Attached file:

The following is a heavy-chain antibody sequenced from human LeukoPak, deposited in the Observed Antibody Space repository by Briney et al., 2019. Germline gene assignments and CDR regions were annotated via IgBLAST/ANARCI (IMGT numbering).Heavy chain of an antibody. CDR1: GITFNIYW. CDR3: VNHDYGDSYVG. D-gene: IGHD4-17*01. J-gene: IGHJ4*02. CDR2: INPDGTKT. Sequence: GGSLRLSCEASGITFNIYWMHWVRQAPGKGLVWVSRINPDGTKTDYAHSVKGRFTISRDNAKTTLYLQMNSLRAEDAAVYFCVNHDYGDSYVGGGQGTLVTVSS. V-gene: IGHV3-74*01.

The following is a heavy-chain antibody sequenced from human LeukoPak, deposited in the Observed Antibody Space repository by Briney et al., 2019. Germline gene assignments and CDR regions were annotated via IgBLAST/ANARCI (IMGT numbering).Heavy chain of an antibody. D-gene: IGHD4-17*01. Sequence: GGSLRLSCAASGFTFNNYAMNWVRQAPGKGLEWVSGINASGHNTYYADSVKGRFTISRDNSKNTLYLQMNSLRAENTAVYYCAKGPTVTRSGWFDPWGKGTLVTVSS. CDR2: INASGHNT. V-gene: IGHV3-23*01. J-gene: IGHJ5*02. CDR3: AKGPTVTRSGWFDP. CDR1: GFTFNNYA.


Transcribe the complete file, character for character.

The following is a heavy-chain antibody sequenced from human LeukoPak, deposited in the Observed Antibody Space repository by Briney et al., 2019. Germline gene assignments and CDR regions were annotated via IgBLAST/ANARCI (IMGT numbering).Heavy chain of an antibody. CDR1: GITFNIYW. CDR3: VNHDYGDSYVG. D-gene: IGHD4-17*01. J-gene: IGHJ4*02. CDR2: INPDGTKT. Sequence: GGSLRLSCEASGITFNIYWMHWVRQAPGKGLVWVSRINPDGTKTDYAHSVKGRFTISRDNAKTTLYLQMNSLRAEDAAVYFCVNHDYGDSYVGGGQGTLVTVSS. V-gene: IGHV3-74*01.

The following is a heavy-chain antibody sequenced from human LeukoPak, deposited in the Observed Antibody Space repository by Briney et al., 2019. Germline gene assignments and CDR regions were annotated via IgBLAST/ANARCI (IMGT numbering).Heavy chain of an antibody. D-gene: IGHD4-17*01. Sequence: GGSLRLSCAASGFTFNNYAMNWVRQAPGKGLEWVSGINASGHNTYYADSVKGRFTISRDNSKNTLYLQMNSLRAENTAVYYCAKGPTVTRSGWFDPWGKGTLVTVSS. CDR2: INASGHNT. V-gene: IGHV3-23*01. J-gene: IGHJ5*02. CDR3: AKGPTVTRSGWFDP. CDR1: GFTFNNYA.